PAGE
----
As many as one in five treated babies doesn't have excess stomach acid, study finds,,,,
MONDAY, Nov. 5 (HealthDay News) -- Doctors may be overprescribing anti-reflux medications to infants, new research suggests.
The study found that fewer than one in five babies given anti-reflux medications, which work by lowering levels of stomach acid, actually had elevated acid levels. That means four out of five infants included in the study likely didn't need anti-reflux medications, and may have simply been experiencing normal infant regurgitation commonly referred to as "spitting up."
"In the absence of red flags, such as a child who is not gaining weight, has feeding problems or a learned aversion to food, a chronic cough or recurrent respiratory problems or apnea, regurgitation may not require medication," said study author Dr. Vikram Khoshoo, a pediatric gastroenterologist at the Pediatric Specialty Center at West Jefferson Medical Center in New Orleans.
"Regurgitation won't improve with anti-reflux medications. Acid suppression will improve irritability and feeding problems, but it won't change spitting up. As long as the child is gaining weight and happy, and has no recurrent red flags, regurgitation is a laundry problem, not a medical problem," Khoshoo said.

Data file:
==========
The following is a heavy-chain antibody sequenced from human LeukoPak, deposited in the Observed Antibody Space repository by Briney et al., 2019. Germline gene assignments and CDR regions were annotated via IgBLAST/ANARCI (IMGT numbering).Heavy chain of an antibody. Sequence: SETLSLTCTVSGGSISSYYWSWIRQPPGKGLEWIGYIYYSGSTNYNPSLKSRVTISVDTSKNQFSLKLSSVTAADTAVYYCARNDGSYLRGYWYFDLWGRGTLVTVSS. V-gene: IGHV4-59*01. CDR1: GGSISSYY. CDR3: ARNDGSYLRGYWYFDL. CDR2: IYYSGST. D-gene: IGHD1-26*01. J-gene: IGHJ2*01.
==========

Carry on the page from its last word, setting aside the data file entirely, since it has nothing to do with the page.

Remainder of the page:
The findings are published in the November issue of Pediatrics.
Reflux is common in infants. In fact, more than half experience reflux symptoms during the first three months of life, according to the U.S. National Institute of Diabetes and Digestive and Kidney Diseases. Symptoms of reflux include spitting up, vomiting, coughing, feeding difficulty and irritability.
Khoshoo and his colleagues reported that back in 1998 and 1999, infants with regurgitation made up about 14 percent of their referrals, and about 40 percent of those babies were already on anti-reflux medication or on special easier-to-digest formula. But by 2006
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